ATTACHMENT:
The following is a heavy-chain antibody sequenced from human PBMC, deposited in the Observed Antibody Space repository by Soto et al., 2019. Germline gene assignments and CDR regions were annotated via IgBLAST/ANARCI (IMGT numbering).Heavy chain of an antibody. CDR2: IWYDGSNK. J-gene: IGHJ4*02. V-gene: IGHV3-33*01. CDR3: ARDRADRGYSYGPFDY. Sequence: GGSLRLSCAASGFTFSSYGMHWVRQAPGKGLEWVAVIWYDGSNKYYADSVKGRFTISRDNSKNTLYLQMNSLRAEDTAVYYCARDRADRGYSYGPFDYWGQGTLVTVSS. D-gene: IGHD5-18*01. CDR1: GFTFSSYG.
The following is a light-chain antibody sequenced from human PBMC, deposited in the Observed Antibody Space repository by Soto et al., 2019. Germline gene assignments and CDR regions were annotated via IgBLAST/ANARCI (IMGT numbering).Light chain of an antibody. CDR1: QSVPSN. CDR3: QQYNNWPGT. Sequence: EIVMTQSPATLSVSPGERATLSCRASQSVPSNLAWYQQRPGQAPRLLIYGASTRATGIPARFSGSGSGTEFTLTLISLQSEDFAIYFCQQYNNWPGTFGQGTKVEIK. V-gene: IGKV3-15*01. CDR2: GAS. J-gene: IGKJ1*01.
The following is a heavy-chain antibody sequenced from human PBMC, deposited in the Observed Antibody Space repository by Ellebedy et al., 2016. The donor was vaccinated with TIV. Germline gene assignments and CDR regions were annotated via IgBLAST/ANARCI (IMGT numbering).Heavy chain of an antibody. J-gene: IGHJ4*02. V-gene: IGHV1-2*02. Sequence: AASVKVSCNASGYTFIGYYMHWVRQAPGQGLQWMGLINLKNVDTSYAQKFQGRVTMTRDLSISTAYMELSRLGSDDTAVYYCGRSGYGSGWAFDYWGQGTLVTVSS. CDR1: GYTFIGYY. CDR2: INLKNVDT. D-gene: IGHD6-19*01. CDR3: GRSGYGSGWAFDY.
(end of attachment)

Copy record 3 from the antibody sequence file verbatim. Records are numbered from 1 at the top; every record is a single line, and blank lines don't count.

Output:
The following is a heavy-chain antibody sequenced from human PBMC, deposited in the Observed Antibody Space repository by Ellebedy et al., 2016. The donor was vaccinated with TIV. Germline gene assignments and CDR regions were annotated via IgBLAST/ANARCI (IMGT numbering).Heavy chain of an antibody. J-gene: IGHJ4*02. V-gene: IGHV1-2*02. Sequence: AASVKVSCNASGYTFIGYYMHWVRQAPGQGLQWMGLINLKNVDTSYAQKFQGRVTMTRDLSISTAYMELSRLGSDDTAVYYCGRSGYGSGWAFDYWGQGTLVTVSS. CDR1: GYTFIGYY. CDR2: INLKNVDT. D-gene: IGHD6-19*01. CDR3: GRSGYGSGWAFDY.